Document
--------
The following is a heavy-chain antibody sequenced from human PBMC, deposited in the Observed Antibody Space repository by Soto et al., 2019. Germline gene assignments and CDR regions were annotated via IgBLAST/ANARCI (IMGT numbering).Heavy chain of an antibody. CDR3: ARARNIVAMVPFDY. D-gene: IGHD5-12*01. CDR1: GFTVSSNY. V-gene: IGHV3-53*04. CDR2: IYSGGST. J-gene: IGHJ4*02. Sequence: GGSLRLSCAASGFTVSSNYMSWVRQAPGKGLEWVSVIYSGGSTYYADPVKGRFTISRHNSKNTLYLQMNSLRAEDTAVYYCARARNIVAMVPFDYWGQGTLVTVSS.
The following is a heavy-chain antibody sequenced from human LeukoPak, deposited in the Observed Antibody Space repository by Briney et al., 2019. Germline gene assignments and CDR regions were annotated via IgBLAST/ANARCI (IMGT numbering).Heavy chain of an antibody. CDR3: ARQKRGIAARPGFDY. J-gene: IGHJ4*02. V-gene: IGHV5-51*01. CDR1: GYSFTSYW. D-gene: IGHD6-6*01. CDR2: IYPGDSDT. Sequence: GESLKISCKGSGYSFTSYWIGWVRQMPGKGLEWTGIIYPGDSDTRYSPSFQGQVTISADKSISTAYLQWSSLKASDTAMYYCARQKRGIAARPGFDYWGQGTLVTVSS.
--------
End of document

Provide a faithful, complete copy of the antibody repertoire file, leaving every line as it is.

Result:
The following is a heavy-chain antibody sequenced from human PBMC, deposited in the Observed Antibody Space repository by Soto et al., 2019. Germline gene assignments and CDR regions were annotated via IgBLAST/ANARCI (IMGT numbering).Heavy chain of an antibody. CDR3: ARARNIVAMVPFDY. D-gene: IGHD5-12*01. CDR1: GFTVSSNY. V-gene: IGHV3-53*04. CDR2: IYSGGST. J-gene: IGHJ4*02. Sequence: GGSLRLSCAASGFTVSSNYMSWVRQAPGKGLEWVSVIYSGGSTYYADPVKGRFTISRHNSKNTLYLQMNSLRAEDTAVYYCARARNIVAMVPFDYWGQGTLVTVSS.
The following is a heavy-chain antibody sequenced from human LeukoPak, deposited in the Observed Antibody Space repository by Briney et al., 2019. Germline gene assignments and CDR regions were annotated via IgBLAST/ANARCI (IMGT numbering).Heavy chain of an antibody. CDR3: ARQKRGIAARPGFDY. J-gene: IGHJ4*02. V-gene: IGHV5-51*01. CDR1: GYSFTSYW. D-gene: IGHD6-6*01. CDR2: IYPGDSDT. Sequence: GESLKISCKGSGYSFTSYWIGWVRQMPGKGLEWTGIIYPGDSDTRYSPSFQGQVTISADKSISTAYLQWSSLKASDTAMYYCARQKRGIAARPGFDYWGQGTLVTVSS.